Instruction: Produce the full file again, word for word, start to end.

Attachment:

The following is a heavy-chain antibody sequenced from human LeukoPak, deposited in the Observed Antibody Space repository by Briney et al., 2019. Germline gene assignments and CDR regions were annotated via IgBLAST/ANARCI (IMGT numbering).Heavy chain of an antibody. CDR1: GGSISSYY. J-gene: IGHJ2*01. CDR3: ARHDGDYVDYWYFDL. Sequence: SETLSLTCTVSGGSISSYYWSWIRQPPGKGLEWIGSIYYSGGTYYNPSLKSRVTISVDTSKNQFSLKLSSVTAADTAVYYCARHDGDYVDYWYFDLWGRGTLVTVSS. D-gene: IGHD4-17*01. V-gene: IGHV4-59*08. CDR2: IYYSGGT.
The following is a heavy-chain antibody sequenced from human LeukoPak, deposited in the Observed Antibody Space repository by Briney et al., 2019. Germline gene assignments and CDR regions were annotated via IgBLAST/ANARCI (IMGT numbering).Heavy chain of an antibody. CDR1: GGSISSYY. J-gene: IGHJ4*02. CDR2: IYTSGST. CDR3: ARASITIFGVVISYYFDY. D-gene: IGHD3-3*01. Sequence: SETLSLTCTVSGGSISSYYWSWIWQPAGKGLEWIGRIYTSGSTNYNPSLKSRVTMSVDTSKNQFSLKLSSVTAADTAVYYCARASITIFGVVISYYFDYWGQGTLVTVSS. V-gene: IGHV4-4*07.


The following is a heavy-chain antibody sequenced from human LeukoPak, deposited in the Observed Antibody Space repository by Briney et al., 2019. Germline gene assignments and CDR regions were annotated via IgBLAST/ANARCI (IMGT numbering).Heavy chain of an antibody. CDR1: GGSISSYY. J-gene: IGHJ2*01. CDR3: ARHDGDYVDYWYFDL. Sequence: SETLSLTCTVSGGSISSYYWSWIRQPPGKGLEWIGSIYYSGGTYYNPSLKSRVTISVDTSKNQFSLKLSSVTAADTAVYYCARHDGDYVDYWYFDLWGRGTLVTVSS. D-gene: IGHD4-17*01. V-gene: IGHV4-59*08. CDR2: IYYSGGT.
The following is a heavy-chain antibody sequenced from human LeukoPak, deposited in the Observed Antibody Space repository by Briney et al., 2019. Germline gene assignments and CDR regions were annotated via IgBLAST/ANARCI (IMGT numbering).Heavy chain of an antibody. CDR1: GGSISSYY. J-gene: IGHJ4*02. CDR2: IYTSGST. CDR3: ARASITIFGVVISYYFDY. D-gene: IGHD3-3*01. Sequence: SETLSLTCTVSGGSISSYYWSWIWQPAGKGLEWIGRIYTSGSTNYNPSLKSRVTMSVDTSKNQFSLKLSSVTAADTAVYYCARASITIFGVVISYYFDYWGQGTLVTVSS. V-gene: IGHV4-4*07.